Just be sure I'm understanding the figurative sense, if say you go to boss to report a problem with a guy at work and the boss already knows about the issue and is dealing with it, he could say "אנחנו עומדים מולו"? He and management or HR, are dealing with the guys issue? Or "Have you told your son you're getting a divorce?" Same thing, right?
There is a nuance, I'll try to get through it. The "guy at work" example would usually not use "מולו" since it's coming from a hierarchy. If he is standing up to them, they are dealing with something "on their level" so it would be used.
I think מול would be used when it's peer-level, or a same-level discussion (as in the son example, they are parents, but the discussion would be level).
Thank you. I think it can be so hard but also so important to understand figurative language when one is learning a foreign language. It's got to be hard to explain or teach as well, since I know people speak figuratively so much but in your native language you don't really have to even think about it, it's just understood or words take on different meanings and no one really knows why sometimes.
Actually, that'd make for a great lesson, figurative usage as well as figures of speech.
I believe both words made the same semantic journey: from describing a face-to-face physical position to a figurative meaning of "interfacing with", or confrontation. נגד completed the shift: in modern Hebrew it is only used for confrontation. מול can still be used in all contexts. So in contexts of confrontation (sports, politics) they are interchangeable. Note that the cases of figurative meaning that is not confrontational - e.g in your job you work מול suppliers - interfacing, hopefully cooperating; you won't use נגד.
Another tidbit worth mentioning, speaking of non-confrontational figurative meaning: one of the most famous word pairs in the bible is עזר כנגדו (look it up if you don't know it). It's very confusing to school children, because the meaning of נגד here is at very obvious odds with the modern meaning.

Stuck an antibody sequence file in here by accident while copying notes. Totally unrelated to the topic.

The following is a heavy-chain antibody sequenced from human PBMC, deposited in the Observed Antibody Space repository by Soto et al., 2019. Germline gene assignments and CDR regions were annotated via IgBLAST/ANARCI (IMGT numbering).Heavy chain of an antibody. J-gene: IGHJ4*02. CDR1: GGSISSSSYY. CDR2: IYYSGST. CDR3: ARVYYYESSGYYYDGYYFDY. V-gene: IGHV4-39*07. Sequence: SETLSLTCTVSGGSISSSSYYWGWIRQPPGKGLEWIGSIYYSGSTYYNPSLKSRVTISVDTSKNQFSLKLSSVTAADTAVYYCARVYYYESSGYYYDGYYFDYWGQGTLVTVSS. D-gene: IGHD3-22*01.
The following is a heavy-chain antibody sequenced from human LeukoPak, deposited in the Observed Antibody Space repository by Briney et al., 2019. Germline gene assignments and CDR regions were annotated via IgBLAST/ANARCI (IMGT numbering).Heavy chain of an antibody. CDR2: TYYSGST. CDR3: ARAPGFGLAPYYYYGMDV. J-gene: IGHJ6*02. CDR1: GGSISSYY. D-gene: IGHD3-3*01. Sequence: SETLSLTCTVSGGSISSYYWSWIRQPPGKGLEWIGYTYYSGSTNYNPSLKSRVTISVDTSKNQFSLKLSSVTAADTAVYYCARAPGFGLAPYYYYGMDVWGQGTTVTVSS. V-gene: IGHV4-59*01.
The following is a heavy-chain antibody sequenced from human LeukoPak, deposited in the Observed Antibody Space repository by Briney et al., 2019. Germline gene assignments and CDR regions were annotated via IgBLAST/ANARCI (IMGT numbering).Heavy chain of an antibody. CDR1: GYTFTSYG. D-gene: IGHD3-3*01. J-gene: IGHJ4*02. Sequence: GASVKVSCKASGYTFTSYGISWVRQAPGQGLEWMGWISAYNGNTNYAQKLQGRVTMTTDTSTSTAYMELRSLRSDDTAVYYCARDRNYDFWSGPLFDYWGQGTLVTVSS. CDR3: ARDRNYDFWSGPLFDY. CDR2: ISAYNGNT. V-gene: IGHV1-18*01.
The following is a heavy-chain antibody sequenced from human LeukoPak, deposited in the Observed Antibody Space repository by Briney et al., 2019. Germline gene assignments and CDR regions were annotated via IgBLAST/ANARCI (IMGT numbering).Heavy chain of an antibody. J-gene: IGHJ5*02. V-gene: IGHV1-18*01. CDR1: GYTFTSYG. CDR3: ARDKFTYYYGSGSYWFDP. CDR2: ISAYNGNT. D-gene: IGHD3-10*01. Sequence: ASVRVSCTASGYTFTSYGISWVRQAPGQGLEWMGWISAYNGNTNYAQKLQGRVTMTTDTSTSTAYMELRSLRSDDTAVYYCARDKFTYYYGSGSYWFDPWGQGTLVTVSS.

You seem to be far beyond me in your Hebrew study, so I couldn’t understand תנייך רם even though I looked it up on two different sites, but I’m guessing that the first word is Tanakh, the Hebrew Bible. As for the last three Hebrew words, Google Translate gave me "A creature that will help", so I prefer "helper beside him"! Thanks for your input.
Well, Tanakh Ram is a translation of the Hebrew Bible into Modern Israeli Hebrew. It is quite interesting what they change. Genesis starts בִּתְחִלַּת הַבְּרִיאָה, כְּשֶׁבָּרָא אֱלוֹהִים אֶת הָעוֹלָם, וְהָאָרֶץ הָיְתָה שׁוֹמֵמָה וְרֵיק, וְהָיָה חֹשֶׁךְ מֵעַל מֵי הַתְּהוֹם שֶׁכִּסּוּ אֶת הָאָרֶץ, וְרוּחַ אֱלוֹהִים הָיְתָה מְרַחֶבֶת עַל פְּנֵיהֶם, which is quite a shift.
Well, you use מוּל only if you are facing a person or a thing, like אַתְּ צְרִיכָה לָשִׁיר מוּל קָהָל חַי you need to sing in front of a live audience or יָשַׁ֫בְּתִּי מוּל הַטֶּלֶוִ֫יזְיָה I sat in front of the television, while לִפְנֵי, which is more often used in a temporal sense, only states your position in front of something or someone else, without indication where you are looking or heading, like רָאִיתִי אֹתְךָ לִפְנֵי בֵּית־הַסֵּ֫פֶר I saw you in front of the school or אַ֫בָּא שֶׁלִּי רָץ לִפְנֵי מַשָּׂאִית וְנֶהֱרַג my dad ran in front of a truck and was killed.